Russian Defense Minister Andrei Belousov’s Team Sees New Players

Publication: Eurasia Daily Monitor Volume: 21 Issue: 94


Executive Summary:

  • The Russian Defense Ministry has seen numerous new appointments over the past few months, including the May appointment of new Defense Minister Andrei Belousov and the replacement of ten of 12 deputy defense ministers.
  • These replacements are erratic and are rife with nepotism and appointees without any real defense experience, likely as a way for Belousov to improve his communications within the Russian inter-agency environment through his new appointees’ connections.
  • The new appointments have increased the number of deputy ministers connected to the Federal Security Service in the Defense Ministry, allowing the organization to exert more control over the ministry’s actions.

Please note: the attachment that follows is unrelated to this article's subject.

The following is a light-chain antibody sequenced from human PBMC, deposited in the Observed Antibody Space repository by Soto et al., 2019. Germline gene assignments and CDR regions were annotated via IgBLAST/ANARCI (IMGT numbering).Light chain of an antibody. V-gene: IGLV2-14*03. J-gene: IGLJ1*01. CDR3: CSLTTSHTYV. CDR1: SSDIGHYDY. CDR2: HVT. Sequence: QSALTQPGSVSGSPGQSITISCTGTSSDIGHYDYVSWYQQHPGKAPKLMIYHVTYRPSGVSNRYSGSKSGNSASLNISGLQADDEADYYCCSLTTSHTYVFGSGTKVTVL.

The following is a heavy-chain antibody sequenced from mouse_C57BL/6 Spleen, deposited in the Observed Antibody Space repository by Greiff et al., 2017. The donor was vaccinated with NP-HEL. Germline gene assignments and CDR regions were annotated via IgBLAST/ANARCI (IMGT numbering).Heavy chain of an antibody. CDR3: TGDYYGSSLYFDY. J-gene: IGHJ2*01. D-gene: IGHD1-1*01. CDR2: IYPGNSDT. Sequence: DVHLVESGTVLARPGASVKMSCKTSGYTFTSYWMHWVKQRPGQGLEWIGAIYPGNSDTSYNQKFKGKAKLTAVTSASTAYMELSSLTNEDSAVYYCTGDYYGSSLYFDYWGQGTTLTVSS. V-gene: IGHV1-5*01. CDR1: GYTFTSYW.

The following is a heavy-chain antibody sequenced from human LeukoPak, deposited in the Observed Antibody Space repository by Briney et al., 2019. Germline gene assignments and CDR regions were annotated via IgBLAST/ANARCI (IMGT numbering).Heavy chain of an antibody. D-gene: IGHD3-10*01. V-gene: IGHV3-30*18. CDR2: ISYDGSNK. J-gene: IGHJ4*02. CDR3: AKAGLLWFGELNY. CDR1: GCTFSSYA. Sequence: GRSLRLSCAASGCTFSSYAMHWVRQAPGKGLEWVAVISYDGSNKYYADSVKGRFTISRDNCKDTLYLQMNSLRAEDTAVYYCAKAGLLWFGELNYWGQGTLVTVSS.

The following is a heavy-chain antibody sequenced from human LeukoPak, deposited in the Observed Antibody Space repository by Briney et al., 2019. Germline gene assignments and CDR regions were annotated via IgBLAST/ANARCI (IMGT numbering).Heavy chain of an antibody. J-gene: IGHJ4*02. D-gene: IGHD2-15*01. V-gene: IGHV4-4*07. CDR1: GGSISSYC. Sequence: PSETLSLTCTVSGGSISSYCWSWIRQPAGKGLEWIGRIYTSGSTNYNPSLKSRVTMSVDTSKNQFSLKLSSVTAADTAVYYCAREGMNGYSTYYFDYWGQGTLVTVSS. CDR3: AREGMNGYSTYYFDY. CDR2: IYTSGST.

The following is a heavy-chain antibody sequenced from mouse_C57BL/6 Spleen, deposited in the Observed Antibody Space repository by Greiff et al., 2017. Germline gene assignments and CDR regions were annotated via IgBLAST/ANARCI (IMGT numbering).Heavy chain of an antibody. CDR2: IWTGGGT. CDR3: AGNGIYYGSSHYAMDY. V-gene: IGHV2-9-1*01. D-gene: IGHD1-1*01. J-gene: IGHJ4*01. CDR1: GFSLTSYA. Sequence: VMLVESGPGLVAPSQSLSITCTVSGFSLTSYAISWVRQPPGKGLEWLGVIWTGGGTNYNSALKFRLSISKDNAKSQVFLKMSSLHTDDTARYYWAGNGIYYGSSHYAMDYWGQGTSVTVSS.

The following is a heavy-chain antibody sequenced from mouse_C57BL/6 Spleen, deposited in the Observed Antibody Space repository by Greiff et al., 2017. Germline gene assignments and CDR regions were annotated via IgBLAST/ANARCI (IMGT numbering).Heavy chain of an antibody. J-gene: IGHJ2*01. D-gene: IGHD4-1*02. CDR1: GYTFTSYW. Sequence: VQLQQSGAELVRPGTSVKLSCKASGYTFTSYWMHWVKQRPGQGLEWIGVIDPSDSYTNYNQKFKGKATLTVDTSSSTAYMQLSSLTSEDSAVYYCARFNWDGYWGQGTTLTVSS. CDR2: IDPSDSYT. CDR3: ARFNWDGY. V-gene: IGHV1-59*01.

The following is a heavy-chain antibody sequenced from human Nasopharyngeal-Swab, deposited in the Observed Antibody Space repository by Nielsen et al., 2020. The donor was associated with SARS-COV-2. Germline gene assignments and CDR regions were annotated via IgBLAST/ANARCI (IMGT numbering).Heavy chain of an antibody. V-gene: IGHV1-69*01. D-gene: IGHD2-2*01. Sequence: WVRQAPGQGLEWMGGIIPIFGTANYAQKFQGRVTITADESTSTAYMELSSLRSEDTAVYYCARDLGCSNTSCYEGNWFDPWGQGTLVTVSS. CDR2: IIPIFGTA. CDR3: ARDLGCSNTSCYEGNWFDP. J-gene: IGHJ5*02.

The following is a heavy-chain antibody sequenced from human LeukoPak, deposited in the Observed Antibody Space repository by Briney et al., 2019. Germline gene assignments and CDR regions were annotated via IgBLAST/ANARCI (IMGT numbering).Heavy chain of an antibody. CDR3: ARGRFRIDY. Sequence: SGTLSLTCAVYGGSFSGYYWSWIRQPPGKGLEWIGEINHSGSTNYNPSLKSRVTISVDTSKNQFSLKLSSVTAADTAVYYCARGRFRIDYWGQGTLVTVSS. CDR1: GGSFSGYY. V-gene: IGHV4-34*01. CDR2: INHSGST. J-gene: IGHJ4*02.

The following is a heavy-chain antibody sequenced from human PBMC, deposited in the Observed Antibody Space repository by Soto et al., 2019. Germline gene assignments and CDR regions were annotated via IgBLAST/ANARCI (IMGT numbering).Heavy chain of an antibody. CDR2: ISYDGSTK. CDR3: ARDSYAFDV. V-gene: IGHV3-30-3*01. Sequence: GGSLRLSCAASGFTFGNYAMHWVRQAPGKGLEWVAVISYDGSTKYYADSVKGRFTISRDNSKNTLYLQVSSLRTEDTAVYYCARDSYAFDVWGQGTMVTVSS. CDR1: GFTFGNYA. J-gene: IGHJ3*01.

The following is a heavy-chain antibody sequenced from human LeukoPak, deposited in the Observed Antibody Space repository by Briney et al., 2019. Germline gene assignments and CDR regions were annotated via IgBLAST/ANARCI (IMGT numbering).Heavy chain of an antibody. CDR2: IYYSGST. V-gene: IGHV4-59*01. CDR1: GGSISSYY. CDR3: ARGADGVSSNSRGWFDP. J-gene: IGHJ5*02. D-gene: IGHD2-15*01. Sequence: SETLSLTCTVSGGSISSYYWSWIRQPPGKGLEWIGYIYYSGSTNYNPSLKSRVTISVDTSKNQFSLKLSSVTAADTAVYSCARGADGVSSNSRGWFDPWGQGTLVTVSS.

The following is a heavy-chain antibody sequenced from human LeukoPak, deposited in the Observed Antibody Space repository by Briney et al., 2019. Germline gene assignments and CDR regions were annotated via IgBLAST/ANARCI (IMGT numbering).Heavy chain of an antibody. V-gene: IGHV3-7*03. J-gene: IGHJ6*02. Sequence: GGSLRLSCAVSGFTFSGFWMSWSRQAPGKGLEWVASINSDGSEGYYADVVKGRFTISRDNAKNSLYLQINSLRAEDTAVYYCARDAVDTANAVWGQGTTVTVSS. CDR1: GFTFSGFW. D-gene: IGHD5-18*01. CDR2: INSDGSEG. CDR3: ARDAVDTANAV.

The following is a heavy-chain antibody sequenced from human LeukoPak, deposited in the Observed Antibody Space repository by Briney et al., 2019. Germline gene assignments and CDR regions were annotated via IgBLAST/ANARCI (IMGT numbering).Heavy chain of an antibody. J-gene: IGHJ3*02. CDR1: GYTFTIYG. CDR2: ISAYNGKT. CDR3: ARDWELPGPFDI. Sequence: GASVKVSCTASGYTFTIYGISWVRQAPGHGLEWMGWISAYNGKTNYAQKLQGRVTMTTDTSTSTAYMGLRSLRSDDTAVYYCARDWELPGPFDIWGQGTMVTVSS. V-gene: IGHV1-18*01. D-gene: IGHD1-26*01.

More than a month has passed since Russian President Vladimir Putin appointed Andrei Belousov as the new Russian minister of defense. Since then, Belousov has been slowly assembling his team of deputies. Four former deputies—Ruslan Tsalikov (former first deputy defense minister), Nikolai Pankov, Pavel Popov, and Tatyana Shevtsova—were dismissed on June 17 (, June 17). In turn, four new deputies—Leonid Gornin (first deputy minister), Pavel Fradkov, Oleg Saveliev, and Anna Tsivileva—have been appointed (, June 17 [1], [2], [3]). Additionally, in May, Russian politician Oleg Saveliev replaced Yuri Sadovenko as a deputy minister and the Ministry’s chief of staff. Since Belousov’s ascension, ten of the 12 deputy ministers in the Russian Ministry of Defense (MoD) have been replaced. That means at least two more deputies will be dismissed, and two new deputies will be appointed soon. It is unclear whether the other deputy ministers who were appointed before Belousov became defense minister will be replaced in the coming weeks or months, including Army General Valery Gerasimov, first deputy and chief of the Russian General Staff (, May 20;, June 17).